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Trump again asks Supreme Court to shield tax records

President TrumpDonald John TrumpMore than 300 military family members endorse Biden Five takeaways from the final Trump-Biden debate Biden: 'I would transition from the oil industry' MORE on Tuesday filed an emergency request to the Supreme Court asking the justices to shield his tax records from a New York grand jury subpoena.

The filing from Trump’s personal attorneys marks the second time the president has asked the court to block Manhattan District Attorney Cyrus Vance (D) from obtaining eight years of his tax records.

In July, the justices voted 7-2 to reject Trump’s argument that presidents have sweeping immunity from the criminal process, but said Trump could mount other legal objections in lower court proceedings.

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Since then, New York-based federal district and appellate courts have roundly rejected Trump’s additional assertions that the subpoena should be blocked because it is overly broad and was issued in bad faith and designed to harass the president.

Tuesday’s filing asks the justices to temporarily halt a ruling last week by a three-judge panel for the U.S. Court of Appeals for the 2nd Circuit that upheld the enforceability of the grand jury subpoena. It also indicated Trump’s intent to file a formal appeal of that ruling.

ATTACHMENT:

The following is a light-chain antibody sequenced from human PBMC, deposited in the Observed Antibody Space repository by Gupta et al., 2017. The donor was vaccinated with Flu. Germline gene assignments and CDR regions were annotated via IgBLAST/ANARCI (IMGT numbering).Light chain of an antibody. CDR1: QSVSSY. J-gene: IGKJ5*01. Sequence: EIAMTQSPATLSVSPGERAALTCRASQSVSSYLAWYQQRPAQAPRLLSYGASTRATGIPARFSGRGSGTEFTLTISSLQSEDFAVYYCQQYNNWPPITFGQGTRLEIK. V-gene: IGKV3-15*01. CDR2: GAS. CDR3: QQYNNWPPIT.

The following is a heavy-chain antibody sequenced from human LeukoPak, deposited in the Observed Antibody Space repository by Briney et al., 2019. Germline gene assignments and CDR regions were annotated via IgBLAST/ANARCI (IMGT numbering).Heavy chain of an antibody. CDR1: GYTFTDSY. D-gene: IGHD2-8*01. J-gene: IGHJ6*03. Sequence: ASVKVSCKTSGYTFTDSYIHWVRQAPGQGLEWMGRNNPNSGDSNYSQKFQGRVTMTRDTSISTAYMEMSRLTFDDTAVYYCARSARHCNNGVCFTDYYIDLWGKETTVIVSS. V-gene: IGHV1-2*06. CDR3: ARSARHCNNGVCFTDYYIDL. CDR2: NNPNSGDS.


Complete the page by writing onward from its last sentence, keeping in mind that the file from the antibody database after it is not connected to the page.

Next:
The Manhattan District Attorney's Office last year subpoenaed Trump's accounting firm, Mazars USA, for the president's personal and business tax returns and other financial records. Trump has tried unsuccessfully for more than a year to fend off the request.

Vance's office is looking into payments made to silence two women who allege they had affairs with Trump, including adult-film star Stormy Daniels. Trump’s former attorney and fixer, Michael CohenMichael Dean CohenMichael Cohen writing second book on Trump administration's Justice Department Bruce Ohr retires from DOJ Trump again asks Supreme Court to shield tax records MORE, who pleaded guilty to bank fraud, tax fraud and campaign law violations, has said the payments were made in order to influence the outcome of the 2016 presidential election.

Additionally, Vance’s office hinted earlier this month that its subpoena is part of an investigation into "possibly extensive and protracted criminal conduct at the Trump Organization," including potential fraud allegations detailed in media reports in recent years.

— Updated at 1:17 p.m.